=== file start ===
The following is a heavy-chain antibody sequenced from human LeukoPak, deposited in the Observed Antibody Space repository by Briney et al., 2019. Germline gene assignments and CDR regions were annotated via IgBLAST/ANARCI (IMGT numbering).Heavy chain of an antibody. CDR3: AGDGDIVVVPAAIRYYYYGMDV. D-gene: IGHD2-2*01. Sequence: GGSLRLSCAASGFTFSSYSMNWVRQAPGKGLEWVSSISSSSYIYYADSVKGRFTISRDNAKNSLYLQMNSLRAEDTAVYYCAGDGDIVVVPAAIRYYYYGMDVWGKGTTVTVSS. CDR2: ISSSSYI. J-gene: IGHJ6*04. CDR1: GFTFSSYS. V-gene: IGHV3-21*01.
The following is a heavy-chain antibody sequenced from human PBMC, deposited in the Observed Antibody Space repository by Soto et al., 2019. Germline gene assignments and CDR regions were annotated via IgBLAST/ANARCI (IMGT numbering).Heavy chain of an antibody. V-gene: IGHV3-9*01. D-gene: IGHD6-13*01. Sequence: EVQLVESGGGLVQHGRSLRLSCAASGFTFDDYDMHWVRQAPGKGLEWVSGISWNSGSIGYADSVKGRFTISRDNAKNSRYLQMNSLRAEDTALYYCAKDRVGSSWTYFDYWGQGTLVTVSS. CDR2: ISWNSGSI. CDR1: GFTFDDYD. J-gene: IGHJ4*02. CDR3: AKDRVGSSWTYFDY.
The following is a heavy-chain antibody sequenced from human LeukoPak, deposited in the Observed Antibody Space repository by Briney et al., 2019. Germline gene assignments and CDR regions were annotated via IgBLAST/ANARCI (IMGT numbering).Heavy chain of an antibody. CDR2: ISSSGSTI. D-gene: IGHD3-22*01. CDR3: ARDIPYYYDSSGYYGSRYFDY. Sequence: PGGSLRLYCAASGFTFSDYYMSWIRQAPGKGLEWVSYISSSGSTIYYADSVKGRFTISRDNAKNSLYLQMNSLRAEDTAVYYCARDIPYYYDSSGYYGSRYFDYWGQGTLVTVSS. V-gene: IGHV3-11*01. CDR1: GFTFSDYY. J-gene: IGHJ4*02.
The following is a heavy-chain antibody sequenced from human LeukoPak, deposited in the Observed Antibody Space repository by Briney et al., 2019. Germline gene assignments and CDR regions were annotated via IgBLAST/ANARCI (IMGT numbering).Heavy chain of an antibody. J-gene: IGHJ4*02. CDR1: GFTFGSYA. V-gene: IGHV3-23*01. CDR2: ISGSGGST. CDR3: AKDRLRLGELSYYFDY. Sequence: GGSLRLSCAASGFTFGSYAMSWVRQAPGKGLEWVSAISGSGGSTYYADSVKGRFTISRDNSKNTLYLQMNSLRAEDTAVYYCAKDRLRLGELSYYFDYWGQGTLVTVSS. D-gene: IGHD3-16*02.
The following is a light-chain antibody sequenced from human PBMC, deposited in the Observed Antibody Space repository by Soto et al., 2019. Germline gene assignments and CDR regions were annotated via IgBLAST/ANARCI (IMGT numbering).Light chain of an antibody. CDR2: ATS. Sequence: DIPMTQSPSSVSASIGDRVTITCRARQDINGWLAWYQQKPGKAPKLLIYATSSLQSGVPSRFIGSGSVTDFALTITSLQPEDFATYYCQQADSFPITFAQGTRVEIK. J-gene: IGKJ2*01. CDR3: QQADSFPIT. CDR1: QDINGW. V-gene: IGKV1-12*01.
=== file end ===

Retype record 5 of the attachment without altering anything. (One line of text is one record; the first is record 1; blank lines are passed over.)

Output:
The following is a light-chain antibody sequenced from human PBMC, deposited in the Observed Antibody Space repository by Soto et al., 2019. Germline gene assignments and CDR regions were annotated via IgBLAST/ANARCI (IMGT numbering).Light chain of an antibody. CDR2: ATS. Sequence: DIPMTQSPSSVSASIGDRVTITCRARQDINGWLAWYQQKPGKAPKLLIYATSSLQSGVPSRFIGSGSVTDFALTITSLQPEDFATYYCQQADSFPITFAQGTRVEIK. J-gene: IGKJ2*01. CDR3: QQADSFPIT. CDR1: QDINGW. V-gene: IGKV1-12*01.